There's been an awful lot of discussion the last few months around how much the Apple Watch Edition would cost, who would possibly buy an expensive piece of jewelry that would likely be obsolete in a year, and what clever trade-in or upgrade schemes Apple might put in place to make it worthwhile.
Today we know for sure that the answer to the first question is “US$10,000-$17,000, or possibly higher for models not yet on the Apple Store.”
I'd like to suggest the answer to the third question doesn't matter, because the answer to the second question is “people who don’t care about the third question.”
I think it was Gruber who pointed out that one of the interesting things about Apple products for us upper middle-class consumers is that the iPhone we buy is exactly the same one Beyoncé has. No matter how successful she is, she can't get a better iPhone than us.
Empowering for us, kind of annoying for Beyoncé.
At the time I'm writing this, Apple is the most profitable company in the history of everything. Selling luxury watches to that small population of people who can pay for luxury watches isn't going to make that needle move noticeably. Rolex's annual revenue is around $4.5bn. That's less than 10% of what Apple is expecting to pull in this quarter.
Apple isn't modeling their business on Rolex selling watches that will last a lifetime. They are looking at Armani selling couture that will be deliberately outmoded by next season’s fashions. And they are looking at it for exactly the same reason Armani does.
(Armani's annual revenue is a lot less less than Rolex, which is where the analogy falls down a little, but I think the general point is still valid. :) )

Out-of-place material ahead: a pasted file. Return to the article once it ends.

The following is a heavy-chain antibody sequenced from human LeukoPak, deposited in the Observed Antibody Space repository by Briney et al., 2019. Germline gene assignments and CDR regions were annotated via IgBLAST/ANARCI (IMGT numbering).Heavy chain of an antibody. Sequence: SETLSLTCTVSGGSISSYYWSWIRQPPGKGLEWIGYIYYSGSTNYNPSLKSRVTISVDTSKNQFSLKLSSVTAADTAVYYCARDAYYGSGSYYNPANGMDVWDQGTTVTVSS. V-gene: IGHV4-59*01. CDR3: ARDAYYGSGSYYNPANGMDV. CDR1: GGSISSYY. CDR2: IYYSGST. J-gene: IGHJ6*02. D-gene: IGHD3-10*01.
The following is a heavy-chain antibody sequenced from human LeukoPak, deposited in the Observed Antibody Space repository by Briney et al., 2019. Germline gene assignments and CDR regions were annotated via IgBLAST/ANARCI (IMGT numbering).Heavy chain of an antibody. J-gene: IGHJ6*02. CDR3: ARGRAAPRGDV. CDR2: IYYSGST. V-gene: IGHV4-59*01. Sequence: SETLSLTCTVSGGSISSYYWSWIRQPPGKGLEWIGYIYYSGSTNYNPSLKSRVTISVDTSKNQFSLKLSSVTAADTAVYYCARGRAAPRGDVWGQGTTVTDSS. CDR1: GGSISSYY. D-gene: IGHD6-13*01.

Armani Exchange prices its dresses in the low hundreds of dollars. Emporio Armani or Armani Collezioni dresses start to reach the thousands. But if you want something like the Armani gown Cate Blanchett wore to the Oscars, you might be talking six figures.
The number of people who are going to buy a $100,000 dress is vanishingly small (and I'm assuming Blanchett was, like most Oscar attendees, lent hers as a promotion). If you built a business making $100,000 dresses, you are likely be a cottage industry dependent on the fickle fancies of the very rich. But if you're in the business of selling $100 and $1000 dresses, having a $100,000 dress draped over a famous actress lends an enormous amount of prestige to your brand, and makes people start to think that maybe your $1000 dresses are kind of a bargain?
Apple already knows that with the right tech, it can make hundreds of billions of dollars selling $500-$1000 gadgets with a 24 month life-span. The difference is the iPhone models were differentiated by technical specs, not by appearance. If Apple had just released one watch that was priced around $400, and another that was closer to $1000, with identical specs and different materials, customers would have really wondered whether twice as much money was worth it just for a slightly prettier watch.
Through the simple existence of the Apple Watch Edition, the regular Apple Watch stops being the few-hundred-dollars more expensive model of the entry-level Apple Watch Sport. It becomes the one-tenth-the-price model of the Edition. When the Jay-Z version of a product is $10,000, and you know that you're getting exactly the same functionality as Jay-Z just in steel or aluminium instead of gold, the psychological effect is you're now deciding in terms of the—much less immediately grokkable—difference between 1/10th of the price and 1/20th.
If the Apple Watch is a product people want, and we don't yet know it will be, Apple are going to sell a lot of Editions. The world contains a lot of people who want to express their wealth by buying a better version of the thing everyone else is buying, and the Edition speaks to those consumers. But when it comes to their bottom line, Apple is going to make a whole lot more money from consumers who, just because the Edition exists, unconsciously see the stainless steel Apple Watch as the middle choice.